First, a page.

Pakistani Report: Bin Laden Already Left Afghanistan
Saudi dissident Osama bin Laden has already left Afghanistan “silently” for an undisclosed destination, a Pakistani newspaper reported Friday, citing unidentified sources.
A source in Pakistan, known to have close contacts with the Taliban, told The News International that bin Laden had not been on Afghan soil since Monday.
But a Pakistani source with close links to the Saudi-born fugitive told AFP he was still in Afghanistan, relishing the prospect of confrontation with the United States.
"He's still in Afghanistan. This is the moment he has been waiting for. His prayers are coming true," said Hamid Haqqani, the leader of a seminary in northwestern Pakistan where several Taliban leaders studied the Qoran.
The Pakistani report quoted a Taliban source as confirming that a reluctant Mullah Mohammad Omar, the Taliban's supreme leader, accepted bin Laden's request to leave Afghanistan ahead of a meeting of Islamic clergy and religious scholars that began in Kabul on Wednesday.
The meeting ended Thursday with a call on bin Laden to leave Afghanistan voluntarily in the wake of the US threat to attack if he is not extradited.
''Osama bin Laden decided on his own to leave Afghanistan, given the threats of the US government to attack the country,'' the Taliban source reportedly said, adding that he left along with his trusted lieutenants, mostly Arab volunteers, and a few Afghans as well.
''We do not know which country Osama was heading for, but the reports carry weight that he is no longer in Afghanistan,'' the Taliban source said.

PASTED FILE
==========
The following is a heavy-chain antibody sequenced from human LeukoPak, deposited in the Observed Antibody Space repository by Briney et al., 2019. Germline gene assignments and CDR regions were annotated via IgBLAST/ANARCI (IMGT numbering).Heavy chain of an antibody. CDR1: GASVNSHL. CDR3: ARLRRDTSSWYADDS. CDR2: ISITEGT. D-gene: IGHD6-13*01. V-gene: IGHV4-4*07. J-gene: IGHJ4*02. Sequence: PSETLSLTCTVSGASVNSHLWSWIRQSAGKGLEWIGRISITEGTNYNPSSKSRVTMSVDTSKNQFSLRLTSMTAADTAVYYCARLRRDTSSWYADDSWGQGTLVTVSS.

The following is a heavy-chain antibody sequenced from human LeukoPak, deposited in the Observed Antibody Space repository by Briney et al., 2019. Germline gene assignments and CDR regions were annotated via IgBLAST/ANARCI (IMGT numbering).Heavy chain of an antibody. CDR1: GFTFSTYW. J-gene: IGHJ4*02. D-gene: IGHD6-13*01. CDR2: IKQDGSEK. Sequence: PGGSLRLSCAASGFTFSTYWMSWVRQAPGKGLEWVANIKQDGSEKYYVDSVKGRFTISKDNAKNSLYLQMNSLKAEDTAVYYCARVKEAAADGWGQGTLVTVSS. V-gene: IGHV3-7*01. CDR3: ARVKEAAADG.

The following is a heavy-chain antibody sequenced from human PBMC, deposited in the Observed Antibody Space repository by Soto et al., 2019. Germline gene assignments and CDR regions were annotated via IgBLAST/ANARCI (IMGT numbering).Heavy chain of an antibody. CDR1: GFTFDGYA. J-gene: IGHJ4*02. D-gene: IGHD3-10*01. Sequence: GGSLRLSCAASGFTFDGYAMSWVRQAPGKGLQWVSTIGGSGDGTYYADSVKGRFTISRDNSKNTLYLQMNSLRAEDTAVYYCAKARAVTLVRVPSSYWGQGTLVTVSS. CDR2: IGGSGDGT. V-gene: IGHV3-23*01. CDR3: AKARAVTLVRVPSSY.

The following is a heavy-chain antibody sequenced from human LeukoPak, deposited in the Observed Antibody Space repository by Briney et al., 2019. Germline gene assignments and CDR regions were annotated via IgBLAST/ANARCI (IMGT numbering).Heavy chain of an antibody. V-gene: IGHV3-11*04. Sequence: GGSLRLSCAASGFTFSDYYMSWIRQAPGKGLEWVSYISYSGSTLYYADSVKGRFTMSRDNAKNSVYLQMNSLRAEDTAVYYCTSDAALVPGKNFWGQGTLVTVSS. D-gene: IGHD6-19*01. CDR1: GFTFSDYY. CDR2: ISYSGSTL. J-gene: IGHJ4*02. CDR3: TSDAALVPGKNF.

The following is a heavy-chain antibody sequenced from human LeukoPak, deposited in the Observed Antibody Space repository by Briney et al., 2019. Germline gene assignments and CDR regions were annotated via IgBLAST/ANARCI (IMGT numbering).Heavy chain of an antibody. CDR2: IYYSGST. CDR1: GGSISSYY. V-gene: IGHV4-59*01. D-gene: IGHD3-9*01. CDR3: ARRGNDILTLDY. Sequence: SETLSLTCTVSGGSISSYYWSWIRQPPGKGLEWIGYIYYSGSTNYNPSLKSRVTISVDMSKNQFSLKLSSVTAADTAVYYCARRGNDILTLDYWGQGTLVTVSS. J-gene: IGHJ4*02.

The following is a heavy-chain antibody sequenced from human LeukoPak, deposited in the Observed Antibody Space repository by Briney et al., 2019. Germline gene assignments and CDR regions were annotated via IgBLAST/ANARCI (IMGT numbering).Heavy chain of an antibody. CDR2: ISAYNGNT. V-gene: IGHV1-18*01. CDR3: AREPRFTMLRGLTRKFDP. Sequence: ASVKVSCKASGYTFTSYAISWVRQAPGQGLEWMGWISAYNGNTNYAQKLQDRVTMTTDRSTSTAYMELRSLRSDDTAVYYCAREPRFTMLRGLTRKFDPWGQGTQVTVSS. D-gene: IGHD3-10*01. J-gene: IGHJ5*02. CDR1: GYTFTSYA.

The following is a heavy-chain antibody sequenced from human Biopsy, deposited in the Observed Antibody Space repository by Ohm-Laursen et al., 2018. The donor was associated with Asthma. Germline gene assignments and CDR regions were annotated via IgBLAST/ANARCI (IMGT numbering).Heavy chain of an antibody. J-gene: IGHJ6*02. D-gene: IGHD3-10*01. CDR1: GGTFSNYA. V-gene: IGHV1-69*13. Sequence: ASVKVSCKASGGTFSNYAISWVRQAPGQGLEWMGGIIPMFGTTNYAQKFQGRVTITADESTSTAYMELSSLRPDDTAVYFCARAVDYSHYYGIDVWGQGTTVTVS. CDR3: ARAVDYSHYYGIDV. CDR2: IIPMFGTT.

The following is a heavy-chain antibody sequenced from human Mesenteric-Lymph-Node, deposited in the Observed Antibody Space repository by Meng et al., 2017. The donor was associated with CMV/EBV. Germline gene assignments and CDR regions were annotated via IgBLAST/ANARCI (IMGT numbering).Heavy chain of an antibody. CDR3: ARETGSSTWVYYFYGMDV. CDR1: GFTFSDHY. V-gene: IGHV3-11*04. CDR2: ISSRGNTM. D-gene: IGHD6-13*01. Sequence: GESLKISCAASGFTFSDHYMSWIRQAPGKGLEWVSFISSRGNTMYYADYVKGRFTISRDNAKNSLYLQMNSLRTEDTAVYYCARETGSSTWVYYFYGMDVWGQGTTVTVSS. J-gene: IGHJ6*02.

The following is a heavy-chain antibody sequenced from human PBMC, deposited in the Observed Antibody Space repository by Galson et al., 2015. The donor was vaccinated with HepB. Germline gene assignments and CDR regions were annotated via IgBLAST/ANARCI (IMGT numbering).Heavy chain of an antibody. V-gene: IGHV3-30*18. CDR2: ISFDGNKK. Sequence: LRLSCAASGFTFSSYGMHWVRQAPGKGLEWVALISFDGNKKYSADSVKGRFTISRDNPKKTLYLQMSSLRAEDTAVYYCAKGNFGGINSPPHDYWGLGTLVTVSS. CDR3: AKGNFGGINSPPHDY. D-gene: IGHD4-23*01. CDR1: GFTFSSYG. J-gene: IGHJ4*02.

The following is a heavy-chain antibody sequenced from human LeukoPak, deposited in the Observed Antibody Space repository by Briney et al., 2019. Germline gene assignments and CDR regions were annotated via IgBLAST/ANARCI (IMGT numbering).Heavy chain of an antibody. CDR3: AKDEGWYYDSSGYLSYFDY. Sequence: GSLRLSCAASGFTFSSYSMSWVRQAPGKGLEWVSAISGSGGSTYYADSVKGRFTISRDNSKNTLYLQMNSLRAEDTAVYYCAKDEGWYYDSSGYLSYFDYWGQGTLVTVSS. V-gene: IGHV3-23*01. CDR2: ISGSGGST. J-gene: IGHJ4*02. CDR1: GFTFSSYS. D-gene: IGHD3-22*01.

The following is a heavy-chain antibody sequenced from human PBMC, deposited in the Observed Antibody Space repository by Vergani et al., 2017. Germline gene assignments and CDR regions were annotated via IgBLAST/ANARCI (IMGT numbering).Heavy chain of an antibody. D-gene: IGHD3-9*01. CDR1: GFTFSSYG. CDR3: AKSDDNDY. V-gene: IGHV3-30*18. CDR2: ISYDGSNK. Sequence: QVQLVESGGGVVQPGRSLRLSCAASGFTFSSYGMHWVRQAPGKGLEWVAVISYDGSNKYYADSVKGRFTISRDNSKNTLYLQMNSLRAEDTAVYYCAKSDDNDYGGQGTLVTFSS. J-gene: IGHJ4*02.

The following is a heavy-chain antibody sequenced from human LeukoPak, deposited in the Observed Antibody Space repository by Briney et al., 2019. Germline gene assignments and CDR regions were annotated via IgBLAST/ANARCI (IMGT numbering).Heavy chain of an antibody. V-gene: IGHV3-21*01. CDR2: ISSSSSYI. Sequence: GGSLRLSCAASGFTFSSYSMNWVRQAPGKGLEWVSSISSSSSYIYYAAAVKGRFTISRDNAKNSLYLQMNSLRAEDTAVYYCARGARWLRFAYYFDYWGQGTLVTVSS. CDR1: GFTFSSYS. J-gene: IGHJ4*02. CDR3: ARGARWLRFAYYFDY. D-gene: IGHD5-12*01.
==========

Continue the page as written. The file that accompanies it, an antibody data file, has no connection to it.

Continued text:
The daily said sources close to religious parties in Pakistan believed bin Laden might have gone to either Lebanon or Chechnya.
It quoted an Afghan national known for his close links with bin Laden as saying in a written statement that bin Laden was in good health and surrounded by young Arab who had pledged to sacrifice their lives, if necessary, to defend him.
The youngsters were said to be educated in biology, chemistry and nuclear sciences ''and are ready to make use of their knowledge to defend Muslims all over the world,'' an apparent allusion to weapons of mass destruction.
Former Pakistani Interior Minister Naseerullah Babar was also quoted by the newspaper as telling reporters Thursday that bin Laden had left Afghanistan several days earlier.
The Taliban has refused repeated requests to extradite bin Laden to face trial in connection with the 1998 bombing of two US embassies in Africa, for which he has been indicted in New York.
The United States regards him as the chief suspect in the investigation into last week's attacks on New York and Washington.
So far, however, US authorities have yet to produce concrete evidence linking bin Laden to the attacks, which left over 6,000 people are dead or missing – Albawaba.com
© 2001 Al Bawaba (www.albawaba.com)